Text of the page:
*Updated August 11, 2020
While the primary residence is exempt from the resource calculation for community-based Medicaid, there are certain precautions that should be taken to ensure that the house will remain protected under all circumstances. Owning a home does not disqualify an applicant from receiving Community Medicaid.
Medicaid is a needs-based benefit that requires the applicant to meet certain asset and income limits. An applicant for community Medicaid is permitted to have liquid non-retirement assets that do not exceed $15,750.00 (2020), retirement assets in any amount (so long as a monthly distribution is being taken) an irrevocable pre-paid funeral and one car. Provided that the Medicaid recipient remains at home receiving services, the home in considered an exempt asset meaning that it cannot be counted towards the resource level as long as its equity value does not exceed $893,000.00 (or a spouse, minor or disabled child is living in the home). This makes sense that the government is encouraging people to age in place to keep down the cost of care.
Vulnerability of the Home When Medicaid Recipient Passes Away
It is imperative to realize that when a Medicaid applicant passes away and the house is owned individually by the recipient, the house must pass through probate before the ownership passes to the intended beneficiaries. Although the house was an exempt asset during the lifetime of the Medicaid recipient, under New York State law, costs of services provided under Medicaid to an individual over the age of 55 are subject to estate recovery at the time of the Medicaid recipient’s death.
For the purpose of Medicaid estate recovery, an estate is defined as the decedent’s real and personal property and all other assets passing under the terms of a valid will or intestacy. Because the house would pass through the estate there would be an opportunity to recover against the value of the house.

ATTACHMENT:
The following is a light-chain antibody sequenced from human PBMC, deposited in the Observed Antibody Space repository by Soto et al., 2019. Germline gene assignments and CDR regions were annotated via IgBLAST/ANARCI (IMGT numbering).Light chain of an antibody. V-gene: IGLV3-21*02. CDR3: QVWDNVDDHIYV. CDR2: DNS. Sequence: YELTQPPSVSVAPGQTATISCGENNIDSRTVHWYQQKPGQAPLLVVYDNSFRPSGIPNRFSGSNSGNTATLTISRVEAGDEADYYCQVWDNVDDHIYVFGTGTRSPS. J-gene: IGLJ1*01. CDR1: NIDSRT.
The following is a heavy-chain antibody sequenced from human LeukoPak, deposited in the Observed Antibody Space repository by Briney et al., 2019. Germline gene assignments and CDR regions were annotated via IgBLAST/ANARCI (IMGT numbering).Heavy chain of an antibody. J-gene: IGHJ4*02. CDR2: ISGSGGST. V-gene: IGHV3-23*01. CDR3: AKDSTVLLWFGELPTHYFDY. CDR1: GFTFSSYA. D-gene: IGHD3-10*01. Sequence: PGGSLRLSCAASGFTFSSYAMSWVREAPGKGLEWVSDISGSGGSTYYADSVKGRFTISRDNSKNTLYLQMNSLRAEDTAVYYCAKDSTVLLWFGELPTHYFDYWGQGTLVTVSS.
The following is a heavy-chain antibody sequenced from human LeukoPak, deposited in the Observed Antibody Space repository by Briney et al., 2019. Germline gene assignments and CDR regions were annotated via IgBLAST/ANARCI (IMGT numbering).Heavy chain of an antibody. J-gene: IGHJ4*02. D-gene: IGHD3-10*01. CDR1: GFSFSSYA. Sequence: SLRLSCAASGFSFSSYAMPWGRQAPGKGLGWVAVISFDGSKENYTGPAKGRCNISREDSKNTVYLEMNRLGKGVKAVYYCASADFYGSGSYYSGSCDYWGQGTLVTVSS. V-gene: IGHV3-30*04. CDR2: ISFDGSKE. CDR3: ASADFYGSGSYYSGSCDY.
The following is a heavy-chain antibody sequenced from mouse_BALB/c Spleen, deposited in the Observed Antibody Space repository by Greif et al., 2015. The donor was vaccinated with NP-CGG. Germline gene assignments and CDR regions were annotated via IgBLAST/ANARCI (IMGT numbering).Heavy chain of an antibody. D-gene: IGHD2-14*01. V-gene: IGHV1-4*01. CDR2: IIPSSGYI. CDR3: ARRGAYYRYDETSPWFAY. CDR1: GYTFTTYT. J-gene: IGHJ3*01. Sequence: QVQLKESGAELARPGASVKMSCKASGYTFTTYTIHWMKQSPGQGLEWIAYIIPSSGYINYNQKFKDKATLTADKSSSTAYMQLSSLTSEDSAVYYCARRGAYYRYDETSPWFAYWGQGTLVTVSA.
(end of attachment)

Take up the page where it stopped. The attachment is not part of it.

How to Protect the Home
In order to prevent estate recovery, the Medicaid recipient should engage in proper estate planning during his or her life. At the time of the Medicaid recipient’s death, if the house is owned by a trust, the house can be transferred to the intended beneficiaries without the need of probate; thereby, avoiding Medicaid having an opportunity to recover against the house. The trust may be irrevocable or revocable. If the house is transferred to an Irrevocable Trust, the five-year look back will begin to run in the event that the Medicaid recipient might need nursing home care in the future.
**Note that the Medicaid laws regarding Community Medicaid are changing on October 1, 2020. Although an applicant's house is still an excludable resource for eligibility, the addition of a 30 month look back for all transfers directly affects how we protect the home. No interim rules have been issued as to whether the transfer of the house into an irrevocable trust will be subject to a penalty. Until the end of the year, we are transferring homes into irrevocable trusts to avoid the consequences of the new transfer penalties. Read more about the new legislation here.
To best understand your options, you should consult with an Elder attorney in your area.
- Brittni Sullivan, Esq. and Nancy Burner, Esq.